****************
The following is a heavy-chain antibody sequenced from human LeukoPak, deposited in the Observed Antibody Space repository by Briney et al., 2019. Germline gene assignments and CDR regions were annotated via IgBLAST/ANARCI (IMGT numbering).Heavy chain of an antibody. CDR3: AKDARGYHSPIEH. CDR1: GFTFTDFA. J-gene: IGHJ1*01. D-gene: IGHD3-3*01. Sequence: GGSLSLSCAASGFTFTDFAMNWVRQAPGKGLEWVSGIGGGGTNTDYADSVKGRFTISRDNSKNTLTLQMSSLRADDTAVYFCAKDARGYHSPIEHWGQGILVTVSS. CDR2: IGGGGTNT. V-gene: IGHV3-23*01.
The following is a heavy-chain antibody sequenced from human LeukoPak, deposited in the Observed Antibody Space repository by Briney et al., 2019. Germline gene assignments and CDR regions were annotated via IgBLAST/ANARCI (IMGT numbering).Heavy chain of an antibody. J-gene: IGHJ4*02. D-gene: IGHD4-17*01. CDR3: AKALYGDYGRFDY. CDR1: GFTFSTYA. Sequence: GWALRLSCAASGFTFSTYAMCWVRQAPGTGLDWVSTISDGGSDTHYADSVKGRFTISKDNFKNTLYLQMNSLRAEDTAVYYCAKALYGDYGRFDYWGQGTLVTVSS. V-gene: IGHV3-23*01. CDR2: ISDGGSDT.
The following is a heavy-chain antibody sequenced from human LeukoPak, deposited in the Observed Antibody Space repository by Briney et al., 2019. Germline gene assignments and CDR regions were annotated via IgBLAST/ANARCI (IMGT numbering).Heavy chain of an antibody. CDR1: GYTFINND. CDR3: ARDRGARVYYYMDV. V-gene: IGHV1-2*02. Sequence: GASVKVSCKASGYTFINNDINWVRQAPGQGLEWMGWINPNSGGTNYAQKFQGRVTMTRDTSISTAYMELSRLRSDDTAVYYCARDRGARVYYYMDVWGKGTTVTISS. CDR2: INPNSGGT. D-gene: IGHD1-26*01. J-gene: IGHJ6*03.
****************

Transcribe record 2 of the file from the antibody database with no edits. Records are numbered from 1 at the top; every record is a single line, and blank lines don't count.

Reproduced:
The following is a heavy-chain antibody sequenced from human LeukoPak, deposited in the Observed Antibody Space repository by Briney et al., 2019. Germline gene assignments and CDR regions were annotated via IgBLAST/ANARCI (IMGT numbering).Heavy chain of an antibody. J-gene: IGHJ4*02. D-gene: IGHD4-17*01. CDR3: AKALYGDYGRFDY. CDR1: GFTFSTYA. Sequence: GWALRLSCAASGFTFSTYAMCWVRQAPGTGLDWVSTISDGGSDTHYADSVKGRFTISKDNFKNTLYLQMNSLRAEDTAVYYCAKALYGDYGRFDYWGQGTLVTVSS. V-gene: IGHV3-23*01. CDR2: ISDGGSDT.